Because state and local governments often lack the resources, time, and expertise to conduct effective evaluations of public programs, they sometimes turn to external partners, such as local universities, to do the analysis or provide technical help. In Wisconsin, for example, state and county agencies regularly partner with the University of Wisconsin Population Health Institute (PHI) to assess a range of human services programs.
These evaluations can be powerful tools to gauge the effectiveness of public programs. They can inform decisions about what’s working and what’s not; how to improve, scale up, or scale back certain services; and how to allocate limited public funds. Developing partnerships such as those in Wisconsin can help address the resource constraints on these governments.
For example, the Wisconsin departments of justice, corrections, and health services and the Director of State Courts Office have worked with PHI—which promotes evidence-based approaches to policy and practice—to evaluate the state’s Treatment Alternatives and Diversion (TAD) program since 2007. TAD—a collaboration of four human services agencies—provides evidence-based case management and treatment to nonviolent offenders to improve their welfare, reduce recidivism, and shrink prison and jail populations. When the agencies realized that the funds designated for evaluation and technical assistance were inadequate, they tapped into PHI’s expertise and were able to share the cost of the institute’s services.
PHI’s multiple evaluations of TAD demonstrated that the program had helped improve outcomes—such lowering recidivism rates and reducing time spent incarcerated—and had delivered positive returns on the state’s investment. Ultimately that led to a large expansion of the program after representatives of the TAD state partner agencies and PHI staff presented evaluation results to the Statewide Criminal Justice Coordinating Council, the State Assembly Corrections Committee, individual legislators, and others as part of a broader effort to present evidence of the TAD model’s effectiveness.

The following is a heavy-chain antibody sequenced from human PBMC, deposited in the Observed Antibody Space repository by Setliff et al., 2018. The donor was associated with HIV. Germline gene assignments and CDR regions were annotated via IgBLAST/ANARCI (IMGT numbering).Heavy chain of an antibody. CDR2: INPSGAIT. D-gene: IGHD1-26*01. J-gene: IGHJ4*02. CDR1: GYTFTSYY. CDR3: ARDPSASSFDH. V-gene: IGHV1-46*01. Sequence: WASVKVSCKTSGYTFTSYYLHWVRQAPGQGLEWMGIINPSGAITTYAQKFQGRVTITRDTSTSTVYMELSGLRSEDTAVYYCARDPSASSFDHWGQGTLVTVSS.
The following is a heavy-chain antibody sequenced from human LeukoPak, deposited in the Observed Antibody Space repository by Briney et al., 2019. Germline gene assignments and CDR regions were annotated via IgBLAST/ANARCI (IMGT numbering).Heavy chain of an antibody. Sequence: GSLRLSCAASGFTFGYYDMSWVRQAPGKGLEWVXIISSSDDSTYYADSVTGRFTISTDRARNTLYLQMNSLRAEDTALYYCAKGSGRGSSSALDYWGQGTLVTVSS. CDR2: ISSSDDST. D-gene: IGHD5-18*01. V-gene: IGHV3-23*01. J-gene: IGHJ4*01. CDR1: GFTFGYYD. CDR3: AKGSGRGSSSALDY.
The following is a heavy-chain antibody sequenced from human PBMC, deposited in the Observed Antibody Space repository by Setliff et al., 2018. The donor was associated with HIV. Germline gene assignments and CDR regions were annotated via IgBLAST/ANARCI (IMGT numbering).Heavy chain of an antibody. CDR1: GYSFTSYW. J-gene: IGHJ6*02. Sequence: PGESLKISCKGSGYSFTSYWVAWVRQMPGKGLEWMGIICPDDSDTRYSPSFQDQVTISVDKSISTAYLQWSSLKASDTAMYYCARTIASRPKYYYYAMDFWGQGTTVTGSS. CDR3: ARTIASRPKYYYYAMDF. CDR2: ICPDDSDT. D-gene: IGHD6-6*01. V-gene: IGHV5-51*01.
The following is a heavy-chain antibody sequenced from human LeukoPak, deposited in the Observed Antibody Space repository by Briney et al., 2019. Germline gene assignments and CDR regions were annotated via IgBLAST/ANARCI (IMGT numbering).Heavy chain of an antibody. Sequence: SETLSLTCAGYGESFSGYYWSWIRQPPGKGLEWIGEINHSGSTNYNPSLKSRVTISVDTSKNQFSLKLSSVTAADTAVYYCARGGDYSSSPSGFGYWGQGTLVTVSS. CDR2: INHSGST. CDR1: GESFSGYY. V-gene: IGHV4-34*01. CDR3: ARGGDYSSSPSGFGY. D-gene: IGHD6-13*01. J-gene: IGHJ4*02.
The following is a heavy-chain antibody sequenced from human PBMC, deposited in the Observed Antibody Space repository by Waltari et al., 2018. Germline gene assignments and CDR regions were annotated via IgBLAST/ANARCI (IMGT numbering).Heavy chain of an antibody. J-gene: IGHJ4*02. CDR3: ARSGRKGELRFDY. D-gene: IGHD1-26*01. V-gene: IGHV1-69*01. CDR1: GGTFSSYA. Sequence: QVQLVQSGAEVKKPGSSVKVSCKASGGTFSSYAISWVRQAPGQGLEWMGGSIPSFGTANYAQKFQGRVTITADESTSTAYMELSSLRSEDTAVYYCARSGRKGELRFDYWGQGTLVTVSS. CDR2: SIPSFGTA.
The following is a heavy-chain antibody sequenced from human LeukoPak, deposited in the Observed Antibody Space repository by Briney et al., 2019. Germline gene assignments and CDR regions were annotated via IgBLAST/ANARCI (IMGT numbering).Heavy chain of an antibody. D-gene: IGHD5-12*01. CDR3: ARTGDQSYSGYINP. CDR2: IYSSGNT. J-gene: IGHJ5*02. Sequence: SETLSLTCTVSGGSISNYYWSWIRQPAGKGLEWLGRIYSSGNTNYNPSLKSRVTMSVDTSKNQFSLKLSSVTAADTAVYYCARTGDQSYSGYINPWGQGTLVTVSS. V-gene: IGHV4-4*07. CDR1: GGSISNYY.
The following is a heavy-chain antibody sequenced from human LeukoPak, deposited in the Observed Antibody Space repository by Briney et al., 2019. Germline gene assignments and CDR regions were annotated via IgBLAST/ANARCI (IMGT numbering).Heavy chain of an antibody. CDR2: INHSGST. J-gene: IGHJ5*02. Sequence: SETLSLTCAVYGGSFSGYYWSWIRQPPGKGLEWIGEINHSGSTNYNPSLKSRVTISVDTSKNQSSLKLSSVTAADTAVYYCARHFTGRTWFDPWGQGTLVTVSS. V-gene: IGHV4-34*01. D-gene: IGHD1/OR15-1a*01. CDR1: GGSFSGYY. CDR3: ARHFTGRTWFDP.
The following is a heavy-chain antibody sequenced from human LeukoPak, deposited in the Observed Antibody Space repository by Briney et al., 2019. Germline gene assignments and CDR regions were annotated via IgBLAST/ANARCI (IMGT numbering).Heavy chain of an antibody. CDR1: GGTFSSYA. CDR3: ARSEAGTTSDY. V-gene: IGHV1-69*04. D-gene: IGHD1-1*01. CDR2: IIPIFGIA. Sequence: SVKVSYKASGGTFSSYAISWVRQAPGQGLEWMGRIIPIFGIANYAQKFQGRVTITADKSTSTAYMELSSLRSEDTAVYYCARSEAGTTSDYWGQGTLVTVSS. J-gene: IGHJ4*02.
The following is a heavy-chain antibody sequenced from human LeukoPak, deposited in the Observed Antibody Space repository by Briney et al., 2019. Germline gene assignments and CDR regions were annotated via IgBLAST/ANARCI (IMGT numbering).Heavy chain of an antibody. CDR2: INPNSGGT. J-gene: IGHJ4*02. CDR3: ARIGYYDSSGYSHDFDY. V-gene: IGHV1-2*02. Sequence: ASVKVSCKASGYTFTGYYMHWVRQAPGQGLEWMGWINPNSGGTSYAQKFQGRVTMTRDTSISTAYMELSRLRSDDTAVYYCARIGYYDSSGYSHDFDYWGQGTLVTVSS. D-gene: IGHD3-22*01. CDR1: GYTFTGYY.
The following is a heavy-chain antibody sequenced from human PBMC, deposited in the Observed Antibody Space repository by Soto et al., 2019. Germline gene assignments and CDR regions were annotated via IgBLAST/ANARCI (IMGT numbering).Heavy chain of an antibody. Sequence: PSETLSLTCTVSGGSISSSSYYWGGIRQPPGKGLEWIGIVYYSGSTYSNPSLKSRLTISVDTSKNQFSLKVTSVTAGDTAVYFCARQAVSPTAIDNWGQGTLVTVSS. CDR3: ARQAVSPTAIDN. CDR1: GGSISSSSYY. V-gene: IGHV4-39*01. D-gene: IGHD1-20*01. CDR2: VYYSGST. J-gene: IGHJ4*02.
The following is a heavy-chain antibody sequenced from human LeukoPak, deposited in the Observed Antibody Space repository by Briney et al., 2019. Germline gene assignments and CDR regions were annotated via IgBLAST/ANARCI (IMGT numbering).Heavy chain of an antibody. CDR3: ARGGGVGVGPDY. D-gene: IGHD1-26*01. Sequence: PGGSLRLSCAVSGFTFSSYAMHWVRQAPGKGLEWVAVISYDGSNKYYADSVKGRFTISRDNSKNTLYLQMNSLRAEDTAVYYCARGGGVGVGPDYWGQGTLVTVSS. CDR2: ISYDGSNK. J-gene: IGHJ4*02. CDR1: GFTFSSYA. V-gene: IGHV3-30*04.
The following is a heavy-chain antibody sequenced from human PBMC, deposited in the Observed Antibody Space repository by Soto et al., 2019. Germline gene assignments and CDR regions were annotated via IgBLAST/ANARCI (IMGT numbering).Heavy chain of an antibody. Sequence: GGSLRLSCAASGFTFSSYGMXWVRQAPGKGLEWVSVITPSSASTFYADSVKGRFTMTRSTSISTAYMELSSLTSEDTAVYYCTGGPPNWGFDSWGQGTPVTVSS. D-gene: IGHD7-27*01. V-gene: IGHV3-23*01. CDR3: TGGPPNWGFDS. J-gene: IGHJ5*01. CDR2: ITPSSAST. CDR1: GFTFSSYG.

Still, not all state agency-PHI partnerships focus on demonstrating impact. Some look at related research tasks, reviewing a program’s evidence base, for example, or advising agencies on appropriate data collection.
“We’ve also done a lot of work in substance use prevention, working with the state agencies as they make decisions about what programs should be funded by the subgrantees and what shouldn’t, helping them to manage and educate the subgrantees on the evidence base and program design options, design evaluation, and [to] collect appropriate data,” said Paul Moberg, research professor and senior faculty adviser of PHI’s evaluation research program. “[The evaluation work] has had a positive impact.”
PHI has even begun placing staff in state agencies—which often do not have enough staff to meet all programmatic and evaluation needs—to help expand their capacity to do this work. In this arrangement, the PHI employees get access to needed resources and collaborate with university staff while embedded in the agency. As permanent positions become available, some move to full-time state employment.
PHI leaders have identified several factors that enhance these research-policy partnerships. They are:
PHI’s collaborations with state and local agencies provide policymakers with evaluation expertise not otherwise available, and that gives them the data they need to make more informed decisions about the programs they fund.
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Sara Dube is a director and Priya Singh is a senior associate with the Pew-MacArthur Results First Initiative.